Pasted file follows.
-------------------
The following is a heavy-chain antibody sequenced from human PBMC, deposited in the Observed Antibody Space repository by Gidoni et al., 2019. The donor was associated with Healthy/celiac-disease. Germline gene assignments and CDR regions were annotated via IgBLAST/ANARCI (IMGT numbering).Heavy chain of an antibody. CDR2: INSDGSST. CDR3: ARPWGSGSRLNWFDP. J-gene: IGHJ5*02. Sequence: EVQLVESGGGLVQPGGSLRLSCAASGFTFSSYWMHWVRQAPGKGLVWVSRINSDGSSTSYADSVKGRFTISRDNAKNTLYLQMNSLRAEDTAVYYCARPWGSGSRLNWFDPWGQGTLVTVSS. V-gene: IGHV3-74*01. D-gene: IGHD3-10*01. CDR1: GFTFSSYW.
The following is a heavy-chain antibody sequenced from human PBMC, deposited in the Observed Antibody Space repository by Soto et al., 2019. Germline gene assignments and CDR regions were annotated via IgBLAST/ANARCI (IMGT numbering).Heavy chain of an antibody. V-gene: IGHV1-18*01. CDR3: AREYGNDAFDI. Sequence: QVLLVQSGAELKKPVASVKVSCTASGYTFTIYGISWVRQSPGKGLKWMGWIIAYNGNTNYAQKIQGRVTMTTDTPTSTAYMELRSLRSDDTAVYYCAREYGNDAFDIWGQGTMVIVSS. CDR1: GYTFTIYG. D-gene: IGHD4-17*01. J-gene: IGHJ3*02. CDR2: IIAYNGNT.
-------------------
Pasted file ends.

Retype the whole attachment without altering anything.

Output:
The following is a heavy-chain antibody sequenced from human PBMC, deposited in the Observed Antibody Space repository by Gidoni et al., 2019. The donor was associated with Healthy/celiac-disease. Germline gene assignments and CDR regions were annotated via IgBLAST/ANARCI (IMGT numbering).Heavy chain of an antibody. CDR2: INSDGSST. CDR3: ARPWGSGSRLNWFDP. J-gene: IGHJ5*02. Sequence: EVQLVESGGGLVQPGGSLRLSCAASGFTFSSYWMHWVRQAPGKGLVWVSRINSDGSSTSYADSVKGRFTISRDNAKNTLYLQMNSLRAEDTAVYYCARPWGSGSRLNWFDPWGQGTLVTVSS. V-gene: IGHV3-74*01. D-gene: IGHD3-10*01. CDR1: GFTFSSYW.
The following is a heavy-chain antibody sequenced from human PBMC, deposited in the Observed Antibody Space repository by Soto et al., 2019. Germline gene assignments and CDR regions were annotated via IgBLAST/ANARCI (IMGT numbering).Heavy chain of an antibody. V-gene: IGHV1-18*01. CDR3: AREYGNDAFDI. Sequence: QVLLVQSGAELKKPVASVKVSCTASGYTFTIYGISWVRQSPGKGLKWMGWIIAYNGNTNYAQKIQGRVTMTTDTPTSTAYMELRSLRSDDTAVYYCAREYGNDAFDIWGQGTMVIVSS. CDR1: GYTFTIYG. D-gene: IGHD4-17*01. J-gene: IGHJ3*02. CDR2: IIAYNGNT.